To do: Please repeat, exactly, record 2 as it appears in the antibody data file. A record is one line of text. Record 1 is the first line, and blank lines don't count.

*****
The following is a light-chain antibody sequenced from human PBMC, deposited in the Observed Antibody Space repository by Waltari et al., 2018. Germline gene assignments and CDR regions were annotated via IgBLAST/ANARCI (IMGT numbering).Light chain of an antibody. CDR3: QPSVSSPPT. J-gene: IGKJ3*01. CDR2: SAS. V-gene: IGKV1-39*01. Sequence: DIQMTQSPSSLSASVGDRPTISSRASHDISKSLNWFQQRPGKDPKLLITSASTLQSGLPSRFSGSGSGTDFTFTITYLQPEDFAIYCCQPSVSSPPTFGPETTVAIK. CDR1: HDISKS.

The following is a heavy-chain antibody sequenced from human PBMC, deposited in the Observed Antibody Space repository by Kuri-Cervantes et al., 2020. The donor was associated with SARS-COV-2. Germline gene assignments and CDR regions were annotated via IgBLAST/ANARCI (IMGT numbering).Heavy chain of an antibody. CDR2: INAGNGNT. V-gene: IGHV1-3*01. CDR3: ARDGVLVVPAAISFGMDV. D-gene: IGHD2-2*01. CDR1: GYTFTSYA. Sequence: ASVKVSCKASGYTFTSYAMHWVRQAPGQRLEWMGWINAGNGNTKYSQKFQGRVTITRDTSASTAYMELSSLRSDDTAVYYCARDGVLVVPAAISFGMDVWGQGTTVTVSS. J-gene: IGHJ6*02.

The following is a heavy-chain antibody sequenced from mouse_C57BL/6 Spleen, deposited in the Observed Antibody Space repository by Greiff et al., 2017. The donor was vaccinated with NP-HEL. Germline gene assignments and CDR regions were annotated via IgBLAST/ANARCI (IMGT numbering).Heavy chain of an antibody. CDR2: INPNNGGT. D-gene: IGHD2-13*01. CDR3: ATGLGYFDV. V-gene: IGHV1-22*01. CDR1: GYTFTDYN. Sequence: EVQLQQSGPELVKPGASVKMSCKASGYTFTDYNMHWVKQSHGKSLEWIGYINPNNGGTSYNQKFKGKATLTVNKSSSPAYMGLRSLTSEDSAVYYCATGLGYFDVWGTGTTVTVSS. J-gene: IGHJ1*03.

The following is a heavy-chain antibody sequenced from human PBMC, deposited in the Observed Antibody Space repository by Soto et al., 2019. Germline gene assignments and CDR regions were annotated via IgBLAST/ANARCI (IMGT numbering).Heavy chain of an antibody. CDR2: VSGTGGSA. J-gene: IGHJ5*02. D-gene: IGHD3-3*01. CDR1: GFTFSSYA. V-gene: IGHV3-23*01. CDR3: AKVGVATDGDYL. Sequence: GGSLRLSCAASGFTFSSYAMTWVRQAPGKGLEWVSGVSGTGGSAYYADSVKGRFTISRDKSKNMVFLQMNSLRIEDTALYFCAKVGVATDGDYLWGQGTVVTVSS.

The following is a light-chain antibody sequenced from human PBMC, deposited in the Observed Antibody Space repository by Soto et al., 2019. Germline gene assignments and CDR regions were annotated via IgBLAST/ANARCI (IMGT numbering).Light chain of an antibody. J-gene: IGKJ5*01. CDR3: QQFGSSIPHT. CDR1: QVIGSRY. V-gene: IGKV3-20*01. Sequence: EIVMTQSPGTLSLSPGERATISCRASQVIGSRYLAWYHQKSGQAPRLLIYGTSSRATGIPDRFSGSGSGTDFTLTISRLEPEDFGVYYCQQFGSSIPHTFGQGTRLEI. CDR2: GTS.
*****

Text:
The following is a heavy-chain antibody sequenced from human PBMC, deposited in the Observed Antibody Space repository by Kuri-Cervantes et al., 2020. The donor was associated with SARS-COV-2. Germline gene assignments and CDR regions were annotated via IgBLAST/ANARCI (IMGT numbering).Heavy chain of an antibody. CDR2: INAGNGNT. V-gene: IGHV1-3*01. CDR3: ARDGVLVVPAAISFGMDV. D-gene: IGHD2-2*01. CDR1: GYTFTSYA. Sequence: ASVKVSCKASGYTFTSYAMHWVRQAPGQRLEWMGWINAGNGNTKYSQKFQGRVTITRDTSASTAYMELSSLRSDDTAVYYCARDGVLVVPAAISFGMDVWGQGTTVTVSS. J-gene: IGHJ6*02.